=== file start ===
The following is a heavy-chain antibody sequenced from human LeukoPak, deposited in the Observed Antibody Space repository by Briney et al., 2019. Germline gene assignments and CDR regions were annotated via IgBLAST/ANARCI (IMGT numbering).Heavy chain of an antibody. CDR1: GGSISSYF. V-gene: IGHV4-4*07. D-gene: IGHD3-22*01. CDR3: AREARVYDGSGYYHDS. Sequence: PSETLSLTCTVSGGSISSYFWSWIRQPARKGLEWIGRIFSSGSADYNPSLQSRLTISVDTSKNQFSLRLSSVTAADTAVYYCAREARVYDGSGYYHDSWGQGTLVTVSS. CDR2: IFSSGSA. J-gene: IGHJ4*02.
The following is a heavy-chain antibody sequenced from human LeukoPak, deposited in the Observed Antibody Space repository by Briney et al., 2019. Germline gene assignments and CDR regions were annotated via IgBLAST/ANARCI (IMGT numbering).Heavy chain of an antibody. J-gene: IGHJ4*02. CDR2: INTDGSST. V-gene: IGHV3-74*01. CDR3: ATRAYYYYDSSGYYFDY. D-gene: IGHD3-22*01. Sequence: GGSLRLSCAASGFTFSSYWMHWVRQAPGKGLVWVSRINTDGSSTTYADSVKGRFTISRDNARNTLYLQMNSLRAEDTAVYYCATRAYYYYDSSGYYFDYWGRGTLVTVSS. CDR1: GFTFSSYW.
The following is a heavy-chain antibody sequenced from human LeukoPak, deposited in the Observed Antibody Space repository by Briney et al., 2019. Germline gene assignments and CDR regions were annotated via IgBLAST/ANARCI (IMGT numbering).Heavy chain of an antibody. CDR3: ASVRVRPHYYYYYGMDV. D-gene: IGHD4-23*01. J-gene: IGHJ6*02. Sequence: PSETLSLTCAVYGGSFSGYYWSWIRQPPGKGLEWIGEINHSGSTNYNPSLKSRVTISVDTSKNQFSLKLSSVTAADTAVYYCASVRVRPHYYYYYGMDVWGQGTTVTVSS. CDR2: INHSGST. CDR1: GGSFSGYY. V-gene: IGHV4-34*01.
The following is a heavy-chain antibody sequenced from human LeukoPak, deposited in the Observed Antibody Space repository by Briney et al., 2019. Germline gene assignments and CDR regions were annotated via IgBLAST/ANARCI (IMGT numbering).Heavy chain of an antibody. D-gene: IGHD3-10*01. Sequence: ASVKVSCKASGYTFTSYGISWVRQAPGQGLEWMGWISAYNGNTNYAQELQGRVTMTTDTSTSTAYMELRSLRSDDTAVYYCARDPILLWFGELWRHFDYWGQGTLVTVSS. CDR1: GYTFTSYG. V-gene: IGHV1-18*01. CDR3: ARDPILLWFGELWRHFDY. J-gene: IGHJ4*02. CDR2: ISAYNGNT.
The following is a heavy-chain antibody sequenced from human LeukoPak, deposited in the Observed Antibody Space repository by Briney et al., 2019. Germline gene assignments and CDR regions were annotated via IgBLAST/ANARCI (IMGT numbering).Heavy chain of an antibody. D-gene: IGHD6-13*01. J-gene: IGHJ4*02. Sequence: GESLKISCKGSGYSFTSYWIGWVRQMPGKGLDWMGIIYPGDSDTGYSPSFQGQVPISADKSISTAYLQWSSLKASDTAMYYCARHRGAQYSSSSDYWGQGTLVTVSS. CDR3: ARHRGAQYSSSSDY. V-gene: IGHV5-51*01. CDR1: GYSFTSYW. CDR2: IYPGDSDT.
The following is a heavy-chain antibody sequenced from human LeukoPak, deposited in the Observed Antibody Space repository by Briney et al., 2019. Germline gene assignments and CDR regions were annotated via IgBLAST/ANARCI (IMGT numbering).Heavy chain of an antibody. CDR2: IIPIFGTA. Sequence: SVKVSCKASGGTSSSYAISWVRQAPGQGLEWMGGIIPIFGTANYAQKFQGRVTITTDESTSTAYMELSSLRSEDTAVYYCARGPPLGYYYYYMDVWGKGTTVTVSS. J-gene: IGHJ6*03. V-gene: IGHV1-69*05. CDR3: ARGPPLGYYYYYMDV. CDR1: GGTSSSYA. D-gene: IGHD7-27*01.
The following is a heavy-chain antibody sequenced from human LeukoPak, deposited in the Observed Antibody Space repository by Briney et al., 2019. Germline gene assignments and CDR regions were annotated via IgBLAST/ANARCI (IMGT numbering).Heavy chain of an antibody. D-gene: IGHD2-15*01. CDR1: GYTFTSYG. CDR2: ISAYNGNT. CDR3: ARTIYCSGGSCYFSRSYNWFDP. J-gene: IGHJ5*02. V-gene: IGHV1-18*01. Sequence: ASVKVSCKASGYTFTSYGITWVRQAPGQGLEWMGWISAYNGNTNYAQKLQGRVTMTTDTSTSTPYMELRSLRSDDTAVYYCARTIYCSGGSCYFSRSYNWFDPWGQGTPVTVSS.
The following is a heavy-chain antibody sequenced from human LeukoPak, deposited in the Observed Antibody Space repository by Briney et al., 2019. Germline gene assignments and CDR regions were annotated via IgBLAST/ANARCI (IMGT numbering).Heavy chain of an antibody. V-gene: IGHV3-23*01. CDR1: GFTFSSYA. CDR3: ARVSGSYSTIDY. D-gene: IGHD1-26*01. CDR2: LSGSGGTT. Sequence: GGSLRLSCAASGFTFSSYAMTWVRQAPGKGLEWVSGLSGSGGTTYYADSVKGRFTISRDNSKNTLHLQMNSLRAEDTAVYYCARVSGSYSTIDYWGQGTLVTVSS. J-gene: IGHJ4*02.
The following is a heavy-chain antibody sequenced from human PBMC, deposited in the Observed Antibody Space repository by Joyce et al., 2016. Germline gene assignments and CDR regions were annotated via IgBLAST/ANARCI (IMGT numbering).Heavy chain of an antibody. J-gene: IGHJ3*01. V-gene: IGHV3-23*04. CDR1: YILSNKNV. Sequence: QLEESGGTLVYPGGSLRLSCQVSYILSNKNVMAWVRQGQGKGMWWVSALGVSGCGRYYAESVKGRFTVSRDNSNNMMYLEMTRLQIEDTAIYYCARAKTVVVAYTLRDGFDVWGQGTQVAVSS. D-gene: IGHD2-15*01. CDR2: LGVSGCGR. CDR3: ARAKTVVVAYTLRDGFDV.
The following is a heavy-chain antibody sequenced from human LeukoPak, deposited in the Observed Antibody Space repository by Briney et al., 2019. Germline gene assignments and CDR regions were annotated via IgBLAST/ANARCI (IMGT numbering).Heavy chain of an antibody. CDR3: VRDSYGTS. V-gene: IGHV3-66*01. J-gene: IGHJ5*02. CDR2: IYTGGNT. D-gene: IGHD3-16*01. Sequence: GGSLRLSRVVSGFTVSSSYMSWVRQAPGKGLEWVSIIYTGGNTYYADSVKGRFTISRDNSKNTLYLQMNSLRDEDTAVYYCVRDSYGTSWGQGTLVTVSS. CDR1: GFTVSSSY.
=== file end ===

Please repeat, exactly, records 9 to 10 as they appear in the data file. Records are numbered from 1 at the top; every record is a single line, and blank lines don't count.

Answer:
The following is a heavy-chain antibody sequenced from human PBMC, deposited in the Observed Antibody Space repository by Joyce et al., 2016. Germline gene assignments and CDR regions were annotated via IgBLAST/ANARCI (IMGT numbering).Heavy chain of an antibody. J-gene: IGHJ3*01. V-gene: IGHV3-23*04. CDR1: YILSNKNV. Sequence: QLEESGGTLVYPGGSLRLSCQVSYILSNKNVMAWVRQGQGKGMWWVSALGVSGCGRYYAESVKGRFTVSRDNSNNMMYLEMTRLQIEDTAIYYCARAKTVVVAYTLRDGFDVWGQGTQVAVSS. D-gene: IGHD2-15*01. CDR2: LGVSGCGR. CDR3: ARAKTVVVAYTLRDGFDV.
The following is a heavy-chain antibody sequenced from human LeukoPak, deposited in the Observed Antibody Space repository by Briney et al., 2019. Germline gene assignments and CDR regions were annotated via IgBLAST/ANARCI (IMGT numbering).Heavy chain of an antibody. CDR3: VRDSYGTS. V-gene: IGHV3-66*01. J-gene: IGHJ5*02. CDR2: IYTGGNT. D-gene: IGHD3-16*01. Sequence: GGSLRLSRVVSGFTVSSSYMSWVRQAPGKGLEWVSIIYTGGNTYYADSVKGRFTISRDNSKNTLYLQMNSLRDEDTAVYYCVRDSYGTSWGQGTLVTVSS. CDR1: GFTVSSSY.